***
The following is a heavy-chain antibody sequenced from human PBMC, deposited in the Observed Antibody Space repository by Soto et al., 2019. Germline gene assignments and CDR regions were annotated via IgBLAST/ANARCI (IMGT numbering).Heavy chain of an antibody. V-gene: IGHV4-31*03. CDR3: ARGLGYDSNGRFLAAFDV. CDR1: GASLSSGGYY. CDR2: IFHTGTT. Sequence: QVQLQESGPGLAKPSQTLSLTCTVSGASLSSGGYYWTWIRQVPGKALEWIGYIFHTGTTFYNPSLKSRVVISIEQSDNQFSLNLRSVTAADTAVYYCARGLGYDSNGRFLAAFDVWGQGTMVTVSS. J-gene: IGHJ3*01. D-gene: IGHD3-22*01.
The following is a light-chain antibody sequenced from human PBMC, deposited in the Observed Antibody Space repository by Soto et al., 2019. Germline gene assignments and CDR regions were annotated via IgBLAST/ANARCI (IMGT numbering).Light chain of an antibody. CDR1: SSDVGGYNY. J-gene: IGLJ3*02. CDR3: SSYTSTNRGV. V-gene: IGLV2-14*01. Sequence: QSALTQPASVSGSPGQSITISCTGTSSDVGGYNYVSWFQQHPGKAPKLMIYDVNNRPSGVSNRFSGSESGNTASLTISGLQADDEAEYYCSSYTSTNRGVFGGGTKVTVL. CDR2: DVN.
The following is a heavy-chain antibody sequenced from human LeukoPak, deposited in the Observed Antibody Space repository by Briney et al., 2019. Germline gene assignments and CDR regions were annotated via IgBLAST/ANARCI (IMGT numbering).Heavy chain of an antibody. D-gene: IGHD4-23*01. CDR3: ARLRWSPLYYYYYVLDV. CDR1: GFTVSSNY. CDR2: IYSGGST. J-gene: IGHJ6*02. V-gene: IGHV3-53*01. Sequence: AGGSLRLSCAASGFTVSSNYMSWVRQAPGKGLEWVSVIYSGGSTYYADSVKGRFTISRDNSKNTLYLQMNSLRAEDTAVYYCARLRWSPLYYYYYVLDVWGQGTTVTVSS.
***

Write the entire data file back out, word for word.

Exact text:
The following is a heavy-chain antibody sequenced from human PBMC, deposited in the Observed Antibody Space repository by Soto et al., 2019. Germline gene assignments and CDR regions were annotated via IgBLAST/ANARCI (IMGT numbering).Heavy chain of an antibody. V-gene: IGHV4-31*03. CDR3: ARGLGYDSNGRFLAAFDV. CDR1: GASLSSGGYY. CDR2: IFHTGTT. Sequence: QVQLQESGPGLAKPSQTLSLTCTVSGASLSSGGYYWTWIRQVPGKALEWIGYIFHTGTTFYNPSLKSRVVISIEQSDNQFSLNLRSVTAADTAVYYCARGLGYDSNGRFLAAFDVWGQGTMVTVSS. J-gene: IGHJ3*01. D-gene: IGHD3-22*01.
The following is a light-chain antibody sequenced from human PBMC, deposited in the Observed Antibody Space repository by Soto et al., 2019. Germline gene assignments and CDR regions were annotated via IgBLAST/ANARCI (IMGT numbering).Light chain of an antibody. CDR1: SSDVGGYNY. J-gene: IGLJ3*02. CDR3: SSYTSTNRGV. V-gene: IGLV2-14*01. Sequence: QSALTQPASVSGSPGQSITISCTGTSSDVGGYNYVSWFQQHPGKAPKLMIYDVNNRPSGVSNRFSGSESGNTASLTISGLQADDEAEYYCSSYTSTNRGVFGGGTKVTVL. CDR2: DVN.
The following is a heavy-chain antibody sequenced from human LeukoPak, deposited in the Observed Antibody Space repository by Briney et al., 2019. Germline gene assignments and CDR regions were annotated via IgBLAST/ANARCI (IMGT numbering).Heavy chain of an antibody. D-gene: IGHD4-23*01. CDR3: ARLRWSPLYYYYYVLDV. CDR1: GFTVSSNY. CDR2: IYSGGST. J-gene: IGHJ6*02. V-gene: IGHV3-53*01. Sequence: AGGSLRLSCAASGFTVSSNYMSWVRQAPGKGLEWVSVIYSGGSTYYADSVKGRFTISRDNSKNTLYLQMNSLRAEDTAVYYCARLRWSPLYYYYYVLDVWGQGTTVTVSS.